A final submission to CYA, a parole from CYA, a revocation from CYA, and ultimately, a dishonorable discharge from CYA in November of '04.

Picked up a misdemeanor in '04. Now that he is an adult, been out, then he picked up this case, which has resulted in a sentencing today.

Id., pp. 622-623.

In Apprendi v. New Jersey, 530 U.S. 466, 120 S.Ct. 2348 (2000), the United States Supreme Court held as a matter of constitutional law that, other than the fact of a prior conviction, "any fact that increases the penalty for a crime beyond the prescribed statutory maximum must be submitted to a jury, and proved beyond a reasonable doubt." 520 U.S. at 490, 120 S.Ct. 2348. In Blakely v. Washington, 542 U.S. 296, 124 S.Ct. 2531 (2004), the Supreme Court held that the "statutory maximum for Apprendi purposes is the maximum sentence a judge may impose solely on the basis of the facts reflected in the jury verdict or admitted by the defendant." Blakely, 542 U.S. at 303, 124 S.Ct. 2531.

In People v. Black, 35 Cal.4th 1238 (2005) ("Black I"), the California Supreme Court held that California's statutory scheme providing for the imposition of an upper term sentence did not violate the constitutional principles set forth in Apprendi and Blakely. The Black I court reasoned that the discretion afforded to a sentencing judge in choosing a lower, middle or upper term rendered the upper term under California law the "statutory maximum." Black I, 35 Cal.4th at 1257-61.

In Cunningham, supra, the United States Supreme Court held that a California judge's imposition of an upper term sentence based on facts found by the judge (other than the fact of a prior conviction) violated the constitutional principles set forth in Apprendi and Blakely. Cunningham expressly disapproved the holding and the reasoning of Black I, finding that the middle term in California's determinate sentencing law was the relevant statutory maximum for purposes of applying Blakely and Apprendi. Cunningham, 549 U.S. at 291-294, 127 S.Ct. 856.

In light of Cunningham, the Supreme Court vacated Black I and remanded the case to the California Supreme Court for further consideration. Black v. California, 549 U.S. 1190, 127 S.Ct. 1210 (2007). On remand, the California Supreme Court held that "so long as a defendant is eligible for the upper term by virtue of facts that have been established consistently with Sixth Amendment principles, the federal Constitution permits the trial court to rely upon any number of aggravating circumstances in exercising its discretion to select the appropriate term by balancing aggravating and mitigating circumstances, regardless of whether the facts underlying those circumstances have been found to be true by a jury." People v. Black, 41 Cal.4th 799, 813 (2007) (Black II). In other words, as long as one aggravating circumstance has been established in a constitutional manner, a defendant's upper term sentence withstands Sixth Amendment challenge.

Relying on Black II, the Ninth Circuit recently confirmed that, under California law, only one aggravating factor is necessary to authorize an upper term sentence. Butler v. Curry, 528 F.3d 624, 641-43 (9th Cir.), cert. denied, --- U.S. ----, 129 S.Ct. 767 (2008).

In the instant case, the trial court stated that it was imposing the upper sentence, in part, because petitioner's prior juvenile convictions were numerous. Cal. Rules of Court 4.421(b)(2) provides that a numerous convictions may justify an upper term: "[t]he defendant's prior convictions as an adult or sustained petitions in juvenile delinquency proceedings are numerous or of increasing seriousness." Reliance on prior convictions as a sentencing enhancing factor does not run afoul of Apprendi et al, in that such prior convictions need not be proven to a jury. Apprendi, 530 U.S. 490, 120 S.Ct. 2362-63.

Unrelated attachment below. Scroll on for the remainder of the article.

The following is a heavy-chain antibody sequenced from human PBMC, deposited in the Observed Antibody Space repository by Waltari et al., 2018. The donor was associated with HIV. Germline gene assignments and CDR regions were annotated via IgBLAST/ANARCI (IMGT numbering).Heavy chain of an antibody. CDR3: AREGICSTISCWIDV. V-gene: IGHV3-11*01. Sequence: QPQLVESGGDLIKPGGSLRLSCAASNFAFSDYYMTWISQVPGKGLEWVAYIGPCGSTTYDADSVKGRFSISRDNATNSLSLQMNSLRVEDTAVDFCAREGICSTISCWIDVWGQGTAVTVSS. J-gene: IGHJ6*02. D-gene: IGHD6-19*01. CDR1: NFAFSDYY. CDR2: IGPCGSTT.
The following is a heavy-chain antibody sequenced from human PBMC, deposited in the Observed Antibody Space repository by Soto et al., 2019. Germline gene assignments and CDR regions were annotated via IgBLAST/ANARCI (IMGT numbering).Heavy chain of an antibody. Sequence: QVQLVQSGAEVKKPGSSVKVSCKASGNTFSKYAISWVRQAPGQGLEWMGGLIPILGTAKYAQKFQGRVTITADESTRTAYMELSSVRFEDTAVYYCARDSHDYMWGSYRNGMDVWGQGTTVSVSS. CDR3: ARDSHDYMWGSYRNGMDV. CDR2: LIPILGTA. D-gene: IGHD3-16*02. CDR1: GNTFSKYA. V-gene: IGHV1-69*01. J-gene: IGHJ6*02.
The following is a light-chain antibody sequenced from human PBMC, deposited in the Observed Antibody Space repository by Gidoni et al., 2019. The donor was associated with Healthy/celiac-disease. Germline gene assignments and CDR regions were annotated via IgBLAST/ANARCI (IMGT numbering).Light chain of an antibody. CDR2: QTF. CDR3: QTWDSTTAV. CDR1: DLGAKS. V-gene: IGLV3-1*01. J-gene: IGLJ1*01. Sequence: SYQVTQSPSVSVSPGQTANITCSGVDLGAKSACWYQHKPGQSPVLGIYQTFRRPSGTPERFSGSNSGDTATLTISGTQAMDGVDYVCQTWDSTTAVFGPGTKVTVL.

Because the upper term sentences were based, in part, on the fact of petitioner's numerous prior convictions, the trial court did not violate petitioner's Sixth Amendment rights by imposing the upper term sentence.*fn8 Butler, supra; Cunningham, supra.

Petitioner also argues that the trial court improperly used his juvenile convictions to impose the upper term sentences. In United States v. Tighe, 266 F.3d 1187, 1194 (9th Cir. 2001), the Ninth Circuit held that the Apprendi "prior conviction" exception encompasses only those proceedings that provide a defendant with the procedural safeguards of a jury trial and of proof beyond a reasonable doubt. As a result, the Tighe court declined "to extend Apprendi's 'prior conviction' exception to include prior non-jury juvenile adjudications." Id.

Since deciding Tighe, the Ninth Circuit has recognized that both California courts and other federal circuit courts of appeal disagree with its holding in Tighe, supra. See Boyd v. Newland, 467 F.3d 1139, 1152 (9th Cir. 2006). Thus, while Tighe remains good law in the Ninth Circuit, "the opinion does not represent clearly established federal law 'as determined by the Supreme Court of the United States.'" Boyd, 467 F.3d at 1152 (quoting 28 U.S.C. § 2254(d)(1)). Therefore, the California Court of Appeal did not unreasonably apply clearly established federal law by concluding that the trial court properly considered petitioner's juvenile convictions when it sentenced petitioner. This claim does not merit federal habeas relief.

Because the denial of petitioner's claims by the California Court of Appeal was not an unreasonable application of clearly established Supreme Court authority, the petition should be denied.

Accordingly, IT IS HEREBY RECOMMENDED that petitioner's application for a writ of habeas corpus be denied.

These findings and recommendations are submitted to the United States District Judge assigned to the case, pursuant to the provisions of 28 U.S.C. § 636(b)(l). Within twenty days after being served with these findings and recommendations, any party may file written objections with the court and serve a copy on all parties. Such a document should be captioned "Objections to Magistrate Judge's Findings and Recommendations." Any reply to the objections shall be served and filed within ten days after service of the objections. The parties are advised that failure to file objections within the specified time may waive the right to appeal the District Court's order. Martinez v. Ylst, 951 F.2d 1153 (9th Cir. 1991).